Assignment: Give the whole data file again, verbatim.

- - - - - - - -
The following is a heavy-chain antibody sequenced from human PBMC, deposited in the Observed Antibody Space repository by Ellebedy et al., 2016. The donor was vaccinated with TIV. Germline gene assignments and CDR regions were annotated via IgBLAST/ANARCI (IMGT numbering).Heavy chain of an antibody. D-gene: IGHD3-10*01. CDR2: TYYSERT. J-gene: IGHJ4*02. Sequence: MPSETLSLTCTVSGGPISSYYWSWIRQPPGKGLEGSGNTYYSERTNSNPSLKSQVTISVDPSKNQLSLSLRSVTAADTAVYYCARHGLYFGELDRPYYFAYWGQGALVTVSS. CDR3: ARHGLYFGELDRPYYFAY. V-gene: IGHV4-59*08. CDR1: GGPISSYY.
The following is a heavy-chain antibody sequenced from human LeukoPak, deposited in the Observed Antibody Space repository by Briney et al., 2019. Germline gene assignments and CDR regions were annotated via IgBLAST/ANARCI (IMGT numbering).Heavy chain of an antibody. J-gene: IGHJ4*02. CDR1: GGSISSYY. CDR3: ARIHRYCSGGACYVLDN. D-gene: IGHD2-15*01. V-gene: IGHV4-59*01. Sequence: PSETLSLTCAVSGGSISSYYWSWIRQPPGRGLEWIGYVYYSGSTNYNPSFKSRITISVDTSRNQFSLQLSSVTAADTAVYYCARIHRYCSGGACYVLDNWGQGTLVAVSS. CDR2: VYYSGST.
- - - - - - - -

The following is a heavy-chain antibody sequenced from human PBMC, deposited in the Observed Antibody Space repository by Ellebedy et al., 2016. The donor was vaccinated with TIV. Germline gene assignments and CDR regions were annotated via IgBLAST/ANARCI (IMGT numbering).Heavy chain of an antibody. D-gene: IGHD3-10*01. CDR2: TYYSERT. J-gene: IGHJ4*02. Sequence: MPSETLSLTCTVSGGPISSYYWSWIRQPPGKGLEGSGNTYYSERTNSNPSLKSQVTISVDPSKNQLSLSLRSVTAADTAVYYCARHGLYFGELDRPYYFAYWGQGALVTVSS. CDR3: ARHGLYFGELDRPYYFAY. V-gene: IGHV4-59*08. CDR1: GGPISSYY.
The following is a heavy-chain antibody sequenced from human LeukoPak, deposited in the Observed Antibody Space repository by Briney et al., 2019. Germline gene assignments and CDR regions were annotated via IgBLAST/ANARCI (IMGT numbering).Heavy chain of an antibody. J-gene: IGHJ4*02. CDR1: GGSISSYY. CDR3: ARIHRYCSGGACYVLDN. D-gene: IGHD2-15*01. V-gene: IGHV4-59*01. Sequence: PSETLSLTCAVSGGSISSYYWSWIRQPPGRGLEWIGYVYYSGSTNYNPSFKSRITISVDTSRNQFSLQLSSVTAADTAVYYCARIHRYCSGGACYVLDNWGQGTLVAVSS. CDR2: VYYSGST.